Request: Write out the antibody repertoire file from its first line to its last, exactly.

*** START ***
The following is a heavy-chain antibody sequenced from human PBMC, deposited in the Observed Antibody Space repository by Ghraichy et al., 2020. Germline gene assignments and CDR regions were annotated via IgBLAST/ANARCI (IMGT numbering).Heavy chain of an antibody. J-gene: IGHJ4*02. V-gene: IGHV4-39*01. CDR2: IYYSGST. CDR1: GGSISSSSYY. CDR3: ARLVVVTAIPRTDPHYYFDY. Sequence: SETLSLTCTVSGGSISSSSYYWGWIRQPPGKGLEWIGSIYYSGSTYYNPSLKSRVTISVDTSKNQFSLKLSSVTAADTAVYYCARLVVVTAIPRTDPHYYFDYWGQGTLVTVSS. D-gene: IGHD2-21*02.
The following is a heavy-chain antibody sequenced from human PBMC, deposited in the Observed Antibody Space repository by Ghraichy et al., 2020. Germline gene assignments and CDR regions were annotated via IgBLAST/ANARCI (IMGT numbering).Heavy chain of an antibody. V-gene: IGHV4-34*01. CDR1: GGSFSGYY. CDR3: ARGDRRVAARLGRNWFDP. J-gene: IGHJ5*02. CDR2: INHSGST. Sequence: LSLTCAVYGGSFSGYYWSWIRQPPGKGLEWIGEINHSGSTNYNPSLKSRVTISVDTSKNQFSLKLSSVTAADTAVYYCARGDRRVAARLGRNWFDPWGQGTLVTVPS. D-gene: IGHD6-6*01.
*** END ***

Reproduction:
The following is a heavy-chain antibody sequenced from human PBMC, deposited in the Observed Antibody Space repository by Ghraichy et al., 2020. Germline gene assignments and CDR regions were annotated via IgBLAST/ANARCI (IMGT numbering).Heavy chain of an antibody. J-gene: IGHJ4*02. V-gene: IGHV4-39*01. CDR2: IYYSGST. CDR1: GGSISSSSYY. CDR3: ARLVVVTAIPRTDPHYYFDY. Sequence: SETLSLTCTVSGGSISSSSYYWGWIRQPPGKGLEWIGSIYYSGSTYYNPSLKSRVTISVDTSKNQFSLKLSSVTAADTAVYYCARLVVVTAIPRTDPHYYFDYWGQGTLVTVSS. D-gene: IGHD2-21*02.
The following is a heavy-chain antibody sequenced from human PBMC, deposited in the Observed Antibody Space repository by Ghraichy et al., 2020. Germline gene assignments and CDR regions were annotated via IgBLAST/ANARCI (IMGT numbering).Heavy chain of an antibody. V-gene: IGHV4-34*01. CDR1: GGSFSGYY. CDR3: ARGDRRVAARLGRNWFDP. J-gene: IGHJ5*02. CDR2: INHSGST. Sequence: LSLTCAVYGGSFSGYYWSWIRQPPGKGLEWIGEINHSGSTNYNPSLKSRVTISVDTSKNQFSLKLSSVTAADTAVYYCARGDRRVAARLGRNWFDPWGQGTLVTVPS. D-gene: IGHD6-6*01.